discharge printing

for screen printing with water-based inks on dark materials, printers will often use color discharge to remove the color beneath the ink to make the ink brighter. if you print white on black, for instance, you need to use discharge or you will have to lay down such a thick layer of ink that the shirt will likely stand on it’s own (you know that thick rubbery feel some shirts have? well i hate that).

i’ve found that discharge is useful for other reasons, but have had some time finding the right discharge. our shirts like the claw machine and got dirt use discharge to remove the black color from a screened on pattern. we then tie dye to create a unique design. we also sometimes use discharge to remove some tie-dye from a shirt like unicorn on rainbow. in those kind of shirts, the process is to tie dye first and then screen print with the discharge. here i’ll discuss some of the things we’ve found with discharge.

specs that shouldn't be there

specs that shouldn’t be there

dharma trading has a number of discharge products. one that i tried first was discharge paste. this stuff is a fairly good consistency for screen printing and does a decent job. one thing i noticed was if you don’t get the paste to penetrate the fabric, you won’t get as clear or consistent a white. also i noticed spots on some shirts. this might have been caused by inadequate washing (some fabric softener or something still on the fabric). since i saw the spots i started washing black shirts with the “extra rinse” setting on. this also seemed to work ok on some tie dye colors, but not really at all on others. colors like blue seemed to turn a strange grey instead of just a lightened blue. this forced me to re-think our logo shirt design. originally, i wanted it to have a darker blue sky area and then bring a white border around the image to set the color apart from the blue sky background. the grey color it turned really didn’t work so i had to go with a much lighter blue sky area in order to see the contrast of the green tree and the multicolor shirts.

later, i found some stuff from ryonet. their discharge base came in two parts, the base and the activator. oddly, you use 6% activator for the base but they sell the activator in quart sizes just like the base. also, the activator looked alot like the soda ash i use in printing. this stuff worked great, but had to be mixed and, once mixed, had to be used within 6 hours. this is a major problem for me since i make very few shirts at the same time. this means i’d be wasting much of the discharge every time i printed.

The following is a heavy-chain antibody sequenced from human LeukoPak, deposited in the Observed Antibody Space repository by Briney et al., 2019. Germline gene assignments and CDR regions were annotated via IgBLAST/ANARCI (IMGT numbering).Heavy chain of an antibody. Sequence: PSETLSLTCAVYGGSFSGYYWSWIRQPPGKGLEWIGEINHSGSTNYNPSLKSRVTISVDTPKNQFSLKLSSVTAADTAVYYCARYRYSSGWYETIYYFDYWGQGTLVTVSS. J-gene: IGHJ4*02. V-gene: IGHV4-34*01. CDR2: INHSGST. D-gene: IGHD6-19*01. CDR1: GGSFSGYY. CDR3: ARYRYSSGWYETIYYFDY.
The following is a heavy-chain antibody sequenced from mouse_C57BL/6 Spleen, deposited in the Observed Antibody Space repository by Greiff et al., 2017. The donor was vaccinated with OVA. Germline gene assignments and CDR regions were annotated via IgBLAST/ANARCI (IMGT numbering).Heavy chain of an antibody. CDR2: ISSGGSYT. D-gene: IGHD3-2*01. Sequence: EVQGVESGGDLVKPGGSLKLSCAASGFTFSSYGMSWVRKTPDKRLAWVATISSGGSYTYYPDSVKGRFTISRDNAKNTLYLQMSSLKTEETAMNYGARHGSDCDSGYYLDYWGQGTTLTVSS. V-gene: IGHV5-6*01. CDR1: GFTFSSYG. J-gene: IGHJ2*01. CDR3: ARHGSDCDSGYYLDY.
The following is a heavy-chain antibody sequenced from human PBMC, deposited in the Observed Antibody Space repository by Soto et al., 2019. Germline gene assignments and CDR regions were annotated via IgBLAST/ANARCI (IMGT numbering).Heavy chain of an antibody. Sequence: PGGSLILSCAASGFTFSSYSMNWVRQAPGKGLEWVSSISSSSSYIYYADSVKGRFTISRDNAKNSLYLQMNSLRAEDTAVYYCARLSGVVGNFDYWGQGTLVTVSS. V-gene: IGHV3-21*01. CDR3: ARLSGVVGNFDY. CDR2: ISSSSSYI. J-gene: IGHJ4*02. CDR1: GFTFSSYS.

screen ink discharge

screen ink discharge

recently, while poking around the dharma site, i found screen ink discharge. as with the ryonet stuff, this is made for printing see through inks on a dark shirt. it is concentrated so that you can add 7% of it to your ink and then print in one step. once this stuff is activated by heat, it removes the existing color then the ink cures to create bright colors.

blue and green turns to an odd grey

blue and green turns to an odd grey

i got some and decided to try it out so i mixed it with some sodium alginate thickener and printed. the results were amazing. not only did it go lighter than the other products, but since i could make the paste any thickness i wanted, it really penetrated the material so it removed the color all the way through. i’m very impressed with this stuff. it still had the same problem with blue and green fiber reactive dye, but i’m excited to see how it does on oranges and reds. here is the recipe i use to mix up a 25% strength discharge for printing through a 110 mesh screen:

first, i make 2 quarts of thickener (i use this sometimes with tie dye so i always keep some around in the fridge):
1 ½ cup urea
5 tbs sodium alginate
2 quarts water

then to make the discharge paste, i mix 3 parts of the thickener above to 1 part of the discharge, so 2 cups would be:
1 ½ cup thickener
½ cup discharge

i’m not sure how long i can store this solution, but i wouldn’t guess it would go bad any sooner than the thickener would by itself.

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